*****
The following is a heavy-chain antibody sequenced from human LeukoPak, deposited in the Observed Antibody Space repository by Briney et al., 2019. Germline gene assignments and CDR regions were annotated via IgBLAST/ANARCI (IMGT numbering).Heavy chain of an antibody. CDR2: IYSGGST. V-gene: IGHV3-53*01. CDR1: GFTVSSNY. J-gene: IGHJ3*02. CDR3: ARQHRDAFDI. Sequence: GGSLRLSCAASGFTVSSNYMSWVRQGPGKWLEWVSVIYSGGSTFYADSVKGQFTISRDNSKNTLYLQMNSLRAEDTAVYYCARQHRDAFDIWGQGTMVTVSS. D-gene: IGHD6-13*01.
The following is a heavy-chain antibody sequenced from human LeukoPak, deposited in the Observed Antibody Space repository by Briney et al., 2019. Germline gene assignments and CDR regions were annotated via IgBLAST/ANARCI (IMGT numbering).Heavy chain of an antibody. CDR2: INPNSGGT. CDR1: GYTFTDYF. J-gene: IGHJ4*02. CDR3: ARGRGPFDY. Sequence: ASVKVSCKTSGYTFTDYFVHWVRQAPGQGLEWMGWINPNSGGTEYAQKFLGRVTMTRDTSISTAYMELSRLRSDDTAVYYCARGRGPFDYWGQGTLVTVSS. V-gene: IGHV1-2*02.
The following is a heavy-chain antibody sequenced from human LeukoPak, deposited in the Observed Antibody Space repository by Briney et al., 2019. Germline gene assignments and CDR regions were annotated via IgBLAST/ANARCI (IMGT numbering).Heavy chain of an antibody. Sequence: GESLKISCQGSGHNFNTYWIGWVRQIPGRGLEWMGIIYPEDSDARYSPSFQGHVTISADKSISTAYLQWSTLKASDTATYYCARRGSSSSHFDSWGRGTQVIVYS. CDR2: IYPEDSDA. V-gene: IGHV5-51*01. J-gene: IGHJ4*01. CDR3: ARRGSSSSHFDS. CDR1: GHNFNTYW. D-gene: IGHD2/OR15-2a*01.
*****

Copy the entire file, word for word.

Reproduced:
The following is a heavy-chain antibody sequenced from human LeukoPak, deposited in the Observed Antibody Space repository by Briney et al., 2019. Germline gene assignments and CDR regions were annotated via IgBLAST/ANARCI (IMGT numbering).Heavy chain of an antibody. CDR2: IYSGGST. V-gene: IGHV3-53*01. CDR1: GFTVSSNY. J-gene: IGHJ3*02. CDR3: ARQHRDAFDI. Sequence: GGSLRLSCAASGFTVSSNYMSWVRQGPGKWLEWVSVIYSGGSTFYADSVKGQFTISRDNSKNTLYLQMNSLRAEDTAVYYCARQHRDAFDIWGQGTMVTVSS. D-gene: IGHD6-13*01.
The following is a heavy-chain antibody sequenced from human LeukoPak, deposited in the Observed Antibody Space repository by Briney et al., 2019. Germline gene assignments and CDR regions were annotated via IgBLAST/ANARCI (IMGT numbering).Heavy chain of an antibody. CDR2: INPNSGGT. CDR1: GYTFTDYF. J-gene: IGHJ4*02. CDR3: ARGRGPFDY. Sequence: ASVKVSCKTSGYTFTDYFVHWVRQAPGQGLEWMGWINPNSGGTEYAQKFLGRVTMTRDTSISTAYMELSRLRSDDTAVYYCARGRGPFDYWGQGTLVTVSS. V-gene: IGHV1-2*02.
The following is a heavy-chain antibody sequenced from human LeukoPak, deposited in the Observed Antibody Space repository by Briney et al., 2019. Germline gene assignments and CDR regions were annotated via IgBLAST/ANARCI (IMGT numbering).Heavy chain of an antibody. Sequence: GESLKISCQGSGHNFNTYWIGWVRQIPGRGLEWMGIIYPEDSDARYSPSFQGHVTISADKSISTAYLQWSTLKASDTATYYCARRGSSSSHFDSWGRGTQVIVYS. CDR2: IYPEDSDA. V-gene: IGHV5-51*01. J-gene: IGHJ4*01. CDR3: ARRGSSSSHFDS. CDR1: GHNFNTYW. D-gene: IGHD2/OR15-2a*01.